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The Great Pause

What is happening at the moment is undeniably a great tragedy. We are also uniquely given a pause. An opportunity. When confinement is over, we will all have the choice of what to remember and resurrect. What to change. How to reengage. 

Like many people who are not working directly at the front line, I first found myself in a strange state of not knowing what to do, think or imagine.  I became an observer of events as they unfolded, but also an observer of my own state.

Like most, I'm uncertain about the future, and about my own career and livelihood. The art world will be stripped bare and reinvented like many sectors. Rather than fear this I'm curious and open to it. A career of being an artist is already a life of uncertainty. Of adaptation. Of retooling and learning new skills. 

We are not going to just suddenly return to normal. New habits and norms are being established. We’ve got used to living in a largely calm and under populated apocalypse movie. Reality and fiction are strangely indistinguishable - helped all the more by the extra time spent on Netflix!  The internet has become our lifeline. We also observe that certain essential workers have been even more engaged than usual. Food suppliers, shop assistants, health workers are heroes… Our value system has been turned upside down. What is important, essential, valuable and what is disposable? What’s curious is how quickly we can change if we need to. I broke my initial paralysis because I was moved by two articles - the first on Korean and the other on Italian nurses and doctors at the end of their long shifts, exhausted and faces marked by their masks. The photographs themselves were incredibly moving testaments to their work; but it struck me that the brief time they paused and stood against a wall for the picture, was also a momentary recognition by someone of their work. The photographer, in bearing witness and recording the moment, was saying thank you.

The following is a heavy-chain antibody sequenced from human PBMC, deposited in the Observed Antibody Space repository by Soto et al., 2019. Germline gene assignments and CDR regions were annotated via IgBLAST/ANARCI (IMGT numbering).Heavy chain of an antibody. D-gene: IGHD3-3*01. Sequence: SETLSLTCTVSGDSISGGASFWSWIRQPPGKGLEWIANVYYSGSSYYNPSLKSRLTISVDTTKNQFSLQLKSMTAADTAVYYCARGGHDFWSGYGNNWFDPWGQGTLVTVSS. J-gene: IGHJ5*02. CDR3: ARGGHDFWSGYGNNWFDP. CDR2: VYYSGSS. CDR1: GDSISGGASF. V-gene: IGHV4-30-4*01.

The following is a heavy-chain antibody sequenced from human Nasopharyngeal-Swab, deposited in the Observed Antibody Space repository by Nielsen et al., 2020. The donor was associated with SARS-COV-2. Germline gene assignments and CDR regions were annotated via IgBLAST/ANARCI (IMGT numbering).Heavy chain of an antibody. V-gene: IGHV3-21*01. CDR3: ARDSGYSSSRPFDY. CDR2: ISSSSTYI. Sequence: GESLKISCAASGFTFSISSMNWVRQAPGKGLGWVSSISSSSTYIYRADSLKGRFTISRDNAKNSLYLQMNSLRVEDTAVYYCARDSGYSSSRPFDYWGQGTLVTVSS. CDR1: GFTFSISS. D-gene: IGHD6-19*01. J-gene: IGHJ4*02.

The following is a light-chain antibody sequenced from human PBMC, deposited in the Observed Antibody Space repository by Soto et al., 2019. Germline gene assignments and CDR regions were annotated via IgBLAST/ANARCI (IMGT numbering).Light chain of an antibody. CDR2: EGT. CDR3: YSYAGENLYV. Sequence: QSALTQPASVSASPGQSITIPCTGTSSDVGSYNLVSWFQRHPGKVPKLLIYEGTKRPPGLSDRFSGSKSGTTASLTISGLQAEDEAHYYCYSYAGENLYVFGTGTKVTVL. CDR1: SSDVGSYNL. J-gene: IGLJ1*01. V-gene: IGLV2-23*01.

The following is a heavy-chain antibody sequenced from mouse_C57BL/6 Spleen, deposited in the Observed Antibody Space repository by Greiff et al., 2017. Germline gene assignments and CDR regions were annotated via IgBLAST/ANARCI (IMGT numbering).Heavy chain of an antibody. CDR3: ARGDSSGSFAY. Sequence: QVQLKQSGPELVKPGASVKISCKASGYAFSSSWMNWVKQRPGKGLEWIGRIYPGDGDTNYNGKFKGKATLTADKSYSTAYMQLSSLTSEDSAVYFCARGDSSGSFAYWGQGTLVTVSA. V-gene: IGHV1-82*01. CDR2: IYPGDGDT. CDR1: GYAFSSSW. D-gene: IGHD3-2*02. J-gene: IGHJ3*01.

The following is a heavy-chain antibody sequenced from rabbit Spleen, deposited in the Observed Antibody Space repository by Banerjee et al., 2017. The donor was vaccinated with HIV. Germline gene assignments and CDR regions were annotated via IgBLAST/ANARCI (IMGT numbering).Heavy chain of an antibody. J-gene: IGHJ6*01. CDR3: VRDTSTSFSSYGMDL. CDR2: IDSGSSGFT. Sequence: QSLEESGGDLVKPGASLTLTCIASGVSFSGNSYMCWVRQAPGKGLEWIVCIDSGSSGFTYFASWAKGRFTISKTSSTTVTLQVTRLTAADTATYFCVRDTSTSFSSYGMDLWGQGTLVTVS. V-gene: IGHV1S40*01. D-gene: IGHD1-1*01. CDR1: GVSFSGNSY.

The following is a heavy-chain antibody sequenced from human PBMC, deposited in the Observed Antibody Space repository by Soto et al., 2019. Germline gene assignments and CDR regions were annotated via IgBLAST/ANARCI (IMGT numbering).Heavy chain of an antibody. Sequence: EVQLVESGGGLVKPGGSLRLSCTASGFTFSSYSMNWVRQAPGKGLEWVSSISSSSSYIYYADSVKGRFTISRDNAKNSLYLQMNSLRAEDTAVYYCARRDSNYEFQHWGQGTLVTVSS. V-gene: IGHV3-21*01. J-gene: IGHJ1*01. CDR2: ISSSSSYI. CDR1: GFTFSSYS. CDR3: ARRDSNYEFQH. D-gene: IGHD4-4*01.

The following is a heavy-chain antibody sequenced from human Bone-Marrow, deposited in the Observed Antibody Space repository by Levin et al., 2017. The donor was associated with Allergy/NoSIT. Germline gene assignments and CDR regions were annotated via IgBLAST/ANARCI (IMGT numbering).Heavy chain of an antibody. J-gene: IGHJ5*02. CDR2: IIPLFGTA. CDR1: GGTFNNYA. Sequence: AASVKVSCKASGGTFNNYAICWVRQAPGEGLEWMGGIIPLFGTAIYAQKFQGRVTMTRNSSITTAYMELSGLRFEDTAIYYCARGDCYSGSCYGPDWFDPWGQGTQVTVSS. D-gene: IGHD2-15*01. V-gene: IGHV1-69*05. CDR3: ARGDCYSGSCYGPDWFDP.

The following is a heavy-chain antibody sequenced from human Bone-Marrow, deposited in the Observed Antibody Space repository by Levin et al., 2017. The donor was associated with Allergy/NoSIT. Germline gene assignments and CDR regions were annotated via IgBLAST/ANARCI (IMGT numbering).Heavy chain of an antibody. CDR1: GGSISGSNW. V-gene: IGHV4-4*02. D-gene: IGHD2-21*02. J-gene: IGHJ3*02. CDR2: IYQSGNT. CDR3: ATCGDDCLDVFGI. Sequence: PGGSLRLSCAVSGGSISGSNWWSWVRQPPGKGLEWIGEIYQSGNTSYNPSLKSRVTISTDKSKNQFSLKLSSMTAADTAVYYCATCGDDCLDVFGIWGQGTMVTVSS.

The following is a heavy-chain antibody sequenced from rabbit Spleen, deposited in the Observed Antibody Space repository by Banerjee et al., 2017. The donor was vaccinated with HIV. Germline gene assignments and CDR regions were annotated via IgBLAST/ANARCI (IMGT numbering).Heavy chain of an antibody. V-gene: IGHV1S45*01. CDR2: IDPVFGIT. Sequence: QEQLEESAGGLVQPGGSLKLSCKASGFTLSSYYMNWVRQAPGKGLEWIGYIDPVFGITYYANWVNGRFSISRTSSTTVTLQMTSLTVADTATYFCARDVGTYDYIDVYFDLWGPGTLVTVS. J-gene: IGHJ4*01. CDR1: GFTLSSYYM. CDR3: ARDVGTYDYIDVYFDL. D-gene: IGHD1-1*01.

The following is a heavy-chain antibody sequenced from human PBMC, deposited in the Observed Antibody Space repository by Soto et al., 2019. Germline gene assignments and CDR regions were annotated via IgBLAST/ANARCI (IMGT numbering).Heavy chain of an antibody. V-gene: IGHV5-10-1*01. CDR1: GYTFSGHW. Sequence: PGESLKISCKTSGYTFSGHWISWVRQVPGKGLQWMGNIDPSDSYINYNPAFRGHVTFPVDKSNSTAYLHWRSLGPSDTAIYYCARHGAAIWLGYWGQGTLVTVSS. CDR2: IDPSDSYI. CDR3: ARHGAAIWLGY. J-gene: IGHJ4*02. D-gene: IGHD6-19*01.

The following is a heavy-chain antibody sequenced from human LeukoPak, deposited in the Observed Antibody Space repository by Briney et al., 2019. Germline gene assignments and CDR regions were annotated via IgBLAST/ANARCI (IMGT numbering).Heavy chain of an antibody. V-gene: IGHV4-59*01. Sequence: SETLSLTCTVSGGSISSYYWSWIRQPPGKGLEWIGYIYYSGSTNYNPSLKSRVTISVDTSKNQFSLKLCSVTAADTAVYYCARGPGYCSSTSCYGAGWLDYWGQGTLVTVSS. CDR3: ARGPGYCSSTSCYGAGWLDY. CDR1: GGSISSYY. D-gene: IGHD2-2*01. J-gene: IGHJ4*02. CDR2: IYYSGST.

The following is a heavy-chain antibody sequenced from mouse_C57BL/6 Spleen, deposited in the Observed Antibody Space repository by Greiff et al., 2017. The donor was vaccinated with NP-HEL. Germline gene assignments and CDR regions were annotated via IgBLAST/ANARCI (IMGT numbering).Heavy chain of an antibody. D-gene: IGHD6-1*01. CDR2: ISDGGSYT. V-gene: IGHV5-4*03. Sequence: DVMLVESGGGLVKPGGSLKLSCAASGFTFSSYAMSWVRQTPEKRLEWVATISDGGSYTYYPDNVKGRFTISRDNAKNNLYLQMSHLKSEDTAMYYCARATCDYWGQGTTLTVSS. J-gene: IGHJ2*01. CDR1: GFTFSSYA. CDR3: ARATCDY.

This leads to my latest series of work The New Battle Dress

The mask has become the new battle dress. Usually associated with impersonality, the mask has begun to mean something different. It not only protects us, it protects others and so has become a symbol of universal care. Factory-made, custom-made or homemade from whatever is available in the house, it has developed a universal currency and meaning. 

This series began because after my original sense of distance from the front line, I was incredibly moved by photos of health workers worldwide, their faces marked with temporary body scarifications after hours of wearing masks. The disassociation I had felt between my isolation and the chaos I was seeing in the media in hospitals melted. It felt real and human and close. 

Initially I started painting from photographs found online, but as this series develops I'm now in direct contact with critical care nurses. I’ve asked them to send me photographs of themselves at work and from this material I am painting their portraits. This direct contact highlights the huge difference between our professions and work environments and has made me much more emotionally involved with my subjects. 

Today, not one designer, artist, cartoonist or brand has not adapted some take on the mask theme. It seems done - hackneyed - trite subject matter. And yet, it is still poignant.. because it is still unfolding and still our reality. 

I often question the value of art, particularly in difficult times. With what should we engage and how? 

This questioning is like sieving daily experiences for nuggets of gold to melt and transform into something of value, meaning and beauty. 

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